The pharmaceutical composition of the invention can be used to generate a large amount of type I IFN, in particular, IFN-α, IL-18 and/or IL-1β, in vitro and/or in vivo. The type I IFN, in particular, IFN-α, IL-18 and/or IL-1β, can be generated at high quantities from different cellular sources, including both immune and non-immune cells, from different species of vertebrates.

The pharmaceutical composition of the invention can be used for preventing and/or treating a disease and/or disorder in a vertebrate animal, in particular, a mammal, in medical and/or veterinary practice. The disease and/or disorder include, but are not limited to infections, tumor, allergy, multiple sclerosis, and immune disorders.

Combined Preparation

The present invention provides a combined preparation comprising an oligonucleotide or a precursor thereof described in the invention or a bacterial RNA and a pharmaceutically active agent, wherein the oligonucleotide or a precursor thereof or the bacterial RNA and the agent are for simultaneous, separate or sequential administration.

The pharmaceutically active agents include, but are not limited to, immunostimulatory RNA oligonucleotides, immunostimulatory DNA oligonucleotides, cytokines, chemokines, growth factors, antibiotics, anti-angiogenic factors, chemotherapeutic agents, anti-viral agents, anti-bacterial agents, anti-fungal agents, anti-parasitic agents, antibodies and gene silencing agents.

The combined preparation of the invention may comprise one or more pharmaceutically active agent(s). The more than one pharmaceutically active agents maybe of the same or different category as exemplified above.

In one embodiment, the combined preparation comprises an oligonucleotide or a precursor thereof described in the invention or a bacterial RNA and an immunostimulatory agent, wherein the oligonucleotide or a precursor thereof or the bacterial RNA and the agent are for simultaneous, separate or sequential administration. In one embodiment, the combined preparation further comprises an anti-viral and/or anti-tumor agent.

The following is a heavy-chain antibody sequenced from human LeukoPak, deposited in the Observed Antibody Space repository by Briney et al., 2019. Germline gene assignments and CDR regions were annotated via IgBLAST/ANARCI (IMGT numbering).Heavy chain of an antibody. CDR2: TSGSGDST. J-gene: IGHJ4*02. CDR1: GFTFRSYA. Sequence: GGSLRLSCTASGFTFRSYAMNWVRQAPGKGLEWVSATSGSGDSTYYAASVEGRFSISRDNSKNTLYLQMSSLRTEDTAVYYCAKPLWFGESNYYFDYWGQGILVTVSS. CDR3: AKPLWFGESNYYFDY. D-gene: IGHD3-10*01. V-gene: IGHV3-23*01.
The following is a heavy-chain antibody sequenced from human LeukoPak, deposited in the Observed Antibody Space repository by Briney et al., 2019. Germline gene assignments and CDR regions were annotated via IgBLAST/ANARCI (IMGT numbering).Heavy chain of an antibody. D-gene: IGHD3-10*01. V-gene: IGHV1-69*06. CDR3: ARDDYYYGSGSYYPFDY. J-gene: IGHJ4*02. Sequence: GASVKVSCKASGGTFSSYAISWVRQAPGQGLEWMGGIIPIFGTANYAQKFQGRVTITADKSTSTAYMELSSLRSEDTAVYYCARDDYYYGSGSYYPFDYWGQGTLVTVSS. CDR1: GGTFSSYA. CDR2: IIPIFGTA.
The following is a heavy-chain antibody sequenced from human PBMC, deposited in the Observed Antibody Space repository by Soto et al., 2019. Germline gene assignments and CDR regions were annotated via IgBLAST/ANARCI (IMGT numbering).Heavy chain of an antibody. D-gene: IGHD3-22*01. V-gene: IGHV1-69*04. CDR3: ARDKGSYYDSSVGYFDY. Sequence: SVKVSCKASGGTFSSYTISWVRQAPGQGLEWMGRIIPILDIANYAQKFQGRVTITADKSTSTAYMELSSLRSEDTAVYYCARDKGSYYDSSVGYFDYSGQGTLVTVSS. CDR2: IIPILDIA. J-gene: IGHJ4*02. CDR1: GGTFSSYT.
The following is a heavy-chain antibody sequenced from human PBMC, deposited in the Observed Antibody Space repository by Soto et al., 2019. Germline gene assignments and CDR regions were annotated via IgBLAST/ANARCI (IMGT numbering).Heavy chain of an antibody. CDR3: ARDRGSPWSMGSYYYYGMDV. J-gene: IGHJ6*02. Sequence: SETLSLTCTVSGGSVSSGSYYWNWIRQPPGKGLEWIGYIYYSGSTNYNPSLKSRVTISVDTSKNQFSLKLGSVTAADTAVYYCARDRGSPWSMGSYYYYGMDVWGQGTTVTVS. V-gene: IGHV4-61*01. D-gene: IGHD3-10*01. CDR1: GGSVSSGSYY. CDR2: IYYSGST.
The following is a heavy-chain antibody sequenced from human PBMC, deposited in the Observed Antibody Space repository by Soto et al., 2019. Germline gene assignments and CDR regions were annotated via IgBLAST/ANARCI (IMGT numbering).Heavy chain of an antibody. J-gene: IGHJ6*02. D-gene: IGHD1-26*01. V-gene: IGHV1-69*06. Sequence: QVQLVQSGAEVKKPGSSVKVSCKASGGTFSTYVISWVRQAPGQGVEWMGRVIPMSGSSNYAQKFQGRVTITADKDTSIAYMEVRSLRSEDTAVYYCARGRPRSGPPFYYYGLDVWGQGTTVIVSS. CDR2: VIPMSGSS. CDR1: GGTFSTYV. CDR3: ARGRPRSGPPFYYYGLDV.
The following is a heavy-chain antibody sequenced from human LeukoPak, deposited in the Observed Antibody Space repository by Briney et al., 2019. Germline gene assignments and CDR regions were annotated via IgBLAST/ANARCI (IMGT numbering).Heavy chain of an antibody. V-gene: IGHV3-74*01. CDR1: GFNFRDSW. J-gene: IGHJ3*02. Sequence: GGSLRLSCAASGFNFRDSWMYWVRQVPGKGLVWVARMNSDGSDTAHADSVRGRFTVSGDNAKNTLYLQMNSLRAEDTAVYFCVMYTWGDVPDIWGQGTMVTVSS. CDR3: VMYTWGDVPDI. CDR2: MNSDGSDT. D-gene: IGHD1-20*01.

In another embodiment, the combined preparation comprises an oligonucleotide or a precursor thereof described in the invention or a bacterial RNA and an anti-viral and/or anti-bacterial and/or anti-tumor agent, wherein the oligonucleotide or a precursor thereof or the bacterial RNA and the agent are for simultaneous, separate or sequential administration. In one embodiment, the combined preparation further comprises an immunostimulatory agent.

The oligonucleotide or a precursor thereof described in the invention or the bacterial RNA and the pharmaceutically active agent may be comprised in the same or in separate compositions. The separate compositions may be administered simultaneously or sequentially.

The combined preparation of the present invention may further comprise retinoic acid and/or type I IFN. Retinoic acid and/or type I IFN are known to upregulate RIG-I expression in most cell types, including for example endothelial cells, epithelial cells, fibroblasts, immune cells and tumor cells.

An immunostimulatory agent is an agent, such as a molecule or a composition, which is capable of inducing an immune response. Immunostimulatory agents include, but are not limited to, immunostimulatory RNA oligonucleotides such as those capable of inducing IFN-α or IL-12 (Heil F et al. 2004, Science 303: 1526-1529; Sioud M et al. 2005, J Mol Biol 348: 1079-1090; Hornung V et al. 2005, Nat Med 11: 263-270; Judge A D et al. 2005, Nat Biotechnol 2005. 23: 457-462; Sugiyama et al. 2005, J Immunol 174:2273-2279; Gitlin L et al. 2006, PNAS 103(22):8459-8464; European patent application nos. 05020020.3 and 05020019.5) (e.g., poly(I:C) and immunostimulatory DNA oligonucleotides such as a CpG-containing or non-CpG-containing DNA oligonucleotide capable of inducing IFN-α (see e.g., WO 01/22990, WO 03/101375), cytokines such as type I IFN and IL-12, chemokines such as IP-10, MIP1-α, MCP, RANTES, IL-8, and growth factors such as IL-3, GMCSF, GSCF, MCSF.

In one embodiment, the immunostimulatory agent is capable of inducing an anti-viral response, such as type I IFN, MIP1-a, MCP, RANTES, IL-8, and IL-6 production.

An anti-viral agent is an agent that is useful in the prevention and the treatment of a viral infection. Anti-viral agents include, but are not limited to nucleoside analogs (such as aciclovir, ganciclovir, ribavirin, lamivudin, etc.), protease inhibitors (such as ritonavir etc), cytotoxic agents (such as taxols, carboplatins, cyclophosphamide, methotrexat, azathiprin, 5-fluoruracil, etc.)

In another embodiment, the immunostimulatory agent is capable of inducing an anti-bacterial response, such as type I and/or type II IFN production.

An anti-bacterial agent is an agent that is useful in the prevention and the treatment of a bacterial infection, in particular, intracellular bacterial infection. Anti-bacterial agents include, but are not limited to, Aminoglycosides, Carbapenems, Cephalosporins, Glycopeptides, Macrolides, Monobactam, Penicillins, Polypeptides, Quinolones, Sulfonamides, Tetracyclines.